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Nigeria's Boko Haram captures another border town‏

"The military had a tough battle with the terrorists today, but the tally appears to have favored Boko Haram, which now controls much of Gamboru-Ngala," Banu Othman, a local resident who claims to have fled the scene of the fighting, told Anadolu Agency. "There were casualties on both sides; some of our people were caught in the crossfire," he said. Adama Idrissa, a member of a local vigilante group, confirmed the incident, which, he said, had left "several people dead on both sides and millions of naira worth of property destroyed." An army officer, too, confirmed the violence, but said military operations in the area were ongoing. "There was an air raid on the town today. Many of the terrorists died, but our men withdrew later," the officer, speaking anonymously because he was not authorized to speak to the media, told AA. "But then a large batch of terrorists who had retreated suddenly came back," he said. "We are still battling them." He added: "It may be hasty to paint the picture of anything for now."

It was the second time for the two sides to clash in the strategic town in less than a year.

Boko Haram's control of the town gives militants room to smuggle arms and to enter and exit both countries unchecked.

For the Nigerian government, it means the loss of a strategic area from which to check cross-border attacks.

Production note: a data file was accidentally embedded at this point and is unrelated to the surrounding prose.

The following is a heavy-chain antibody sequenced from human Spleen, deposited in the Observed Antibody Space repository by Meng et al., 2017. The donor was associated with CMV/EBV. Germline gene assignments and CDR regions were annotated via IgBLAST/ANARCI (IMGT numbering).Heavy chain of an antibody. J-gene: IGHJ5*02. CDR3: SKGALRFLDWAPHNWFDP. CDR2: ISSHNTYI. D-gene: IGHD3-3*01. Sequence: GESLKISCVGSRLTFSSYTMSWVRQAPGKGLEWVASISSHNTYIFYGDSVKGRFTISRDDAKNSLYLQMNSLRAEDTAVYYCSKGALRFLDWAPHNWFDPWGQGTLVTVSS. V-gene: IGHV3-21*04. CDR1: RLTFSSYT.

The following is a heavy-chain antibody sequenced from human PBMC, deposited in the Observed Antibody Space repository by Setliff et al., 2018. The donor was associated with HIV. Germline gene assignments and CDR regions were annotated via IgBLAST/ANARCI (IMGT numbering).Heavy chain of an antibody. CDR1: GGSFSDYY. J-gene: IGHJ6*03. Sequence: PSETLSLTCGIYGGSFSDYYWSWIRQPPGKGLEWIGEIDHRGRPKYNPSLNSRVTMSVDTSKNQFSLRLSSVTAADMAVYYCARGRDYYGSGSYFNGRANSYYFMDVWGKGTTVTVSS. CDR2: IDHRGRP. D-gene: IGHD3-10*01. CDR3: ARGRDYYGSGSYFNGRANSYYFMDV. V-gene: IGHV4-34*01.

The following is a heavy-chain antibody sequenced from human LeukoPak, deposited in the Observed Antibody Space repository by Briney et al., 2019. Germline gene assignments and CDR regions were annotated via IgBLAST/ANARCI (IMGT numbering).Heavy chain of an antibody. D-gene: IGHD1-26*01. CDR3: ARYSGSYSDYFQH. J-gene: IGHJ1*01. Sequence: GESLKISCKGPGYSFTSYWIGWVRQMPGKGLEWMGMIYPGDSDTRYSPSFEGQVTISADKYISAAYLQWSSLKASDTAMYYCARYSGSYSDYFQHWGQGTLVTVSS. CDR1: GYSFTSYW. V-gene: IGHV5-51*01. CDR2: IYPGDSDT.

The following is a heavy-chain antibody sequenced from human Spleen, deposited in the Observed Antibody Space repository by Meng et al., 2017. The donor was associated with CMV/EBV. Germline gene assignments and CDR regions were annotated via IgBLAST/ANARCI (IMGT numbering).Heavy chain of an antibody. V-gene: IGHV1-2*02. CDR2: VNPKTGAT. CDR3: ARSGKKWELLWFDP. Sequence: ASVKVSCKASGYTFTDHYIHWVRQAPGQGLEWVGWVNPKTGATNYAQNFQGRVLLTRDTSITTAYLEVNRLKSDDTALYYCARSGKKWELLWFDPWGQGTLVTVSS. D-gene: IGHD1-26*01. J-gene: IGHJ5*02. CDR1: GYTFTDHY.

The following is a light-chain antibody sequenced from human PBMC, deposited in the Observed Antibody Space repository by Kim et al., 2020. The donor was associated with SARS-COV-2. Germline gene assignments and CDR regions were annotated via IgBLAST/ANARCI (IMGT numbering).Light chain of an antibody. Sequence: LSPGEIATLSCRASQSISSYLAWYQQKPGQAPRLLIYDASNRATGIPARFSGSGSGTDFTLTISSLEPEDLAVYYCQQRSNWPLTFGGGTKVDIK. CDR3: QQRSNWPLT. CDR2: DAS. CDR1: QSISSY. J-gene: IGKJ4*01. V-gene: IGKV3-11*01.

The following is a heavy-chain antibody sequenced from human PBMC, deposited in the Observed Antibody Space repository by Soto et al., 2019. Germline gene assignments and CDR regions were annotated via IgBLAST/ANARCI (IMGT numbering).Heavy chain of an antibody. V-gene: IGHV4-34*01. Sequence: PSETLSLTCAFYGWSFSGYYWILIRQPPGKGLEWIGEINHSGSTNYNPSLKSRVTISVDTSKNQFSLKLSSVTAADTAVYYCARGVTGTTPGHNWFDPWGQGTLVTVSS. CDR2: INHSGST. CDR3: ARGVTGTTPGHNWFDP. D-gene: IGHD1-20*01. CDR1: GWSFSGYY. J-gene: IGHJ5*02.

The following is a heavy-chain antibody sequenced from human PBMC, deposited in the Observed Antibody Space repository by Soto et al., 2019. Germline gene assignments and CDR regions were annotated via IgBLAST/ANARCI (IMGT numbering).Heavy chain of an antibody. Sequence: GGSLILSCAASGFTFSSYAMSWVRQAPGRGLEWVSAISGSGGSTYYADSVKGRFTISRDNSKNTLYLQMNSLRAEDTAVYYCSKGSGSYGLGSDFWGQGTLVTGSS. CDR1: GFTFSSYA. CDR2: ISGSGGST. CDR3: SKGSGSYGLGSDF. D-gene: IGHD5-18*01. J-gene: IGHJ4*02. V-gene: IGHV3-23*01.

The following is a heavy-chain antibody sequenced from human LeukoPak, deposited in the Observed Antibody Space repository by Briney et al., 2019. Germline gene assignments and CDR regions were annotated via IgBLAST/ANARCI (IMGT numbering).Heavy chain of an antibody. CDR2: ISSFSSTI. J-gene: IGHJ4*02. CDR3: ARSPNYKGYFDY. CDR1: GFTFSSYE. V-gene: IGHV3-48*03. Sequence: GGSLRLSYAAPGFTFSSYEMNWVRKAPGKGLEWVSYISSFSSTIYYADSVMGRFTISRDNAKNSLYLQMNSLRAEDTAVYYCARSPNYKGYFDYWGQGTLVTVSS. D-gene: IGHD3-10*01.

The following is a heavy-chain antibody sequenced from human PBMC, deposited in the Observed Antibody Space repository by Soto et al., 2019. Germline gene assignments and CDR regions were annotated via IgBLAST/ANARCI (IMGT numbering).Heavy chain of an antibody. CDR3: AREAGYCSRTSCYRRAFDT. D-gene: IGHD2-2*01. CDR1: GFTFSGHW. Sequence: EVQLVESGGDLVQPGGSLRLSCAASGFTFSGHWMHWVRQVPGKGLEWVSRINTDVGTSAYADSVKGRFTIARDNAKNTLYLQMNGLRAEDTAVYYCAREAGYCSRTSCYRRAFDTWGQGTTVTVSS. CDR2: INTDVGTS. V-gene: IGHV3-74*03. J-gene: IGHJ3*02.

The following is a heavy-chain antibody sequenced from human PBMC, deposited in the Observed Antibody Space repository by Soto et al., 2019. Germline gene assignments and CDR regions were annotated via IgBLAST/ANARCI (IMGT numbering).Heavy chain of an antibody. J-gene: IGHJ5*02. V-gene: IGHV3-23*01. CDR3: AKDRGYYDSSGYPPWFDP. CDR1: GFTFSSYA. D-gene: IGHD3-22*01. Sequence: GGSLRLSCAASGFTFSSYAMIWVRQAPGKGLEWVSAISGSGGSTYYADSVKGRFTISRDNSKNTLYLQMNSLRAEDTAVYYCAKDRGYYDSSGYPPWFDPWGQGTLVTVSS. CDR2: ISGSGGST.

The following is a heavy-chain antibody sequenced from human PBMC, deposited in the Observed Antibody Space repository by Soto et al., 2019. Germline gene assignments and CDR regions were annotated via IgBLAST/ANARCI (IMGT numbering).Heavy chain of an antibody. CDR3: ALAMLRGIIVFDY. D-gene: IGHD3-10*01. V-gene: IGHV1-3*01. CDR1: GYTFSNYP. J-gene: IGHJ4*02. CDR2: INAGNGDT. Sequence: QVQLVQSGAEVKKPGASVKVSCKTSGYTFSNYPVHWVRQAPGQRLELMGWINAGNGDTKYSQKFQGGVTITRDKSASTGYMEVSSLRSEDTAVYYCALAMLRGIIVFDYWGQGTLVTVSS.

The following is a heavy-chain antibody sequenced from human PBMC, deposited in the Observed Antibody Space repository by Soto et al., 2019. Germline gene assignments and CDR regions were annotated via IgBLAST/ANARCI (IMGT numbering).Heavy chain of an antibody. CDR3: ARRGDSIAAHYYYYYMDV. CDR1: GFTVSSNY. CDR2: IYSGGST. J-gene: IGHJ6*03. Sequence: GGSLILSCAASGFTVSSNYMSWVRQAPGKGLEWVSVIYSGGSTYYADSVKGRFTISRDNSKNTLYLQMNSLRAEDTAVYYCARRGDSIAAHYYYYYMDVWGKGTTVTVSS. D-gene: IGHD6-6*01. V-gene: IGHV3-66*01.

Reports of the fighting at Gamboru-Ngala came hours after claims that hundreds of Nigerian soldiers had fled to Cameroon – a development said to have been confirmed by the latter country.

Nigeria's military has yet to comment on either of the reported incidents.

Defense spokesman Chris Olukolade, for his part, did not respond to AA's enquiries.

If the capture of Gamboru-Ngala is confirmed, it would bring to four the number of key towns in Nigeria's northeast taken and administered by Boko Haram.

The other three are Gwoza in the restive Borno State, Buni Yadi in Yobe State and Madagali in Adamawa State.

The militant group also controls a number of small villages throughout these vast territories.

Boko Haram leader Abubakar Shekau, in a video posted on Sunday, proclaimed Gwoza to be part of an "Islamic caliphate" – a claim already rejected by the military.

It is the first time since Shekau launched his violent campaign in 2009 that he has used the term "Islamic caliphate."

Shekau did not say whether his caliphate was part of that recently declared by the so-called "Islamic State" in parts of Iraq and Syria.

Nigeria is battling a five-year-old insurgency that has defied almost two years of intense military operations aimed at flushing militants from the country's northern region.

The northeastern states of Adamawa, Borno and Yobe have all remained under emergency rule since May of last year.

Boko Haram became violent in 2009 after its leader, Mohammed Yusuf, died in police custody only hours after being captured along with a handful of lieutenants.

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